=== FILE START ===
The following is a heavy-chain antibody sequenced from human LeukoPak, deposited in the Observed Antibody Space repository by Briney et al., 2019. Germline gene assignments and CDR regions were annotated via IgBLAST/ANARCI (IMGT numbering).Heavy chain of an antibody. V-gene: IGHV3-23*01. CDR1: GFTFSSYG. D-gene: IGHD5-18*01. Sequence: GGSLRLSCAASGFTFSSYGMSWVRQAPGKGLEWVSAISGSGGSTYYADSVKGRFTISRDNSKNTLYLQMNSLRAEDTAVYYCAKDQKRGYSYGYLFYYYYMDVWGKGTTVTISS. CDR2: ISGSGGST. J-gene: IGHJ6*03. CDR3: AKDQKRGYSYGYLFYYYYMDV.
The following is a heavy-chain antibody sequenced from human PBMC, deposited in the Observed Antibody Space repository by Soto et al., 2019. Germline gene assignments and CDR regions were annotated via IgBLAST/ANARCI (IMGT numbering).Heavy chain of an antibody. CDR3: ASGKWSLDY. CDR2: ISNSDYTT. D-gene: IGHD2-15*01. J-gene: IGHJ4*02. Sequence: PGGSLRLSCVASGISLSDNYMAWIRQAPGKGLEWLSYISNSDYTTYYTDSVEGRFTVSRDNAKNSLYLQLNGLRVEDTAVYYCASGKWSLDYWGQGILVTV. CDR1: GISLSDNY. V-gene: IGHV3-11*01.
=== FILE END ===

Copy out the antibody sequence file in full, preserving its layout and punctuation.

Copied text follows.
The following is a heavy-chain antibody sequenced from human LeukoPak, deposited in the Observed Antibody Space repository by Briney et al., 2019. Germline gene assignments and CDR regions were annotated via IgBLAST/ANARCI (IMGT numbering).Heavy chain of an antibody. V-gene: IGHV3-23*01. CDR1: GFTFSSYG. D-gene: IGHD5-18*01. Sequence: GGSLRLSCAASGFTFSSYGMSWVRQAPGKGLEWVSAISGSGGSTYYADSVKGRFTISRDNSKNTLYLQMNSLRAEDTAVYYCAKDQKRGYSYGYLFYYYYMDVWGKGTTVTISS. CDR2: ISGSGGST. J-gene: IGHJ6*03. CDR3: AKDQKRGYSYGYLFYYYYMDV.
The following is a heavy-chain antibody sequenced from human PBMC, deposited in the Observed Antibody Space repository by Soto et al., 2019. Germline gene assignments and CDR regions were annotated via IgBLAST/ANARCI (IMGT numbering).Heavy chain of an antibody. CDR3: ASGKWSLDY. CDR2: ISNSDYTT. D-gene: IGHD2-15*01. J-gene: IGHJ4*02. Sequence: PGGSLRLSCVASGISLSDNYMAWIRQAPGKGLEWLSYISNSDYTTYYTDSVEGRFTVSRDNAKNSLYLQLNGLRVEDTAVYYCASGKWSLDYWGQGILVTV. CDR1: GISLSDNY. V-gene: IGHV3-11*01.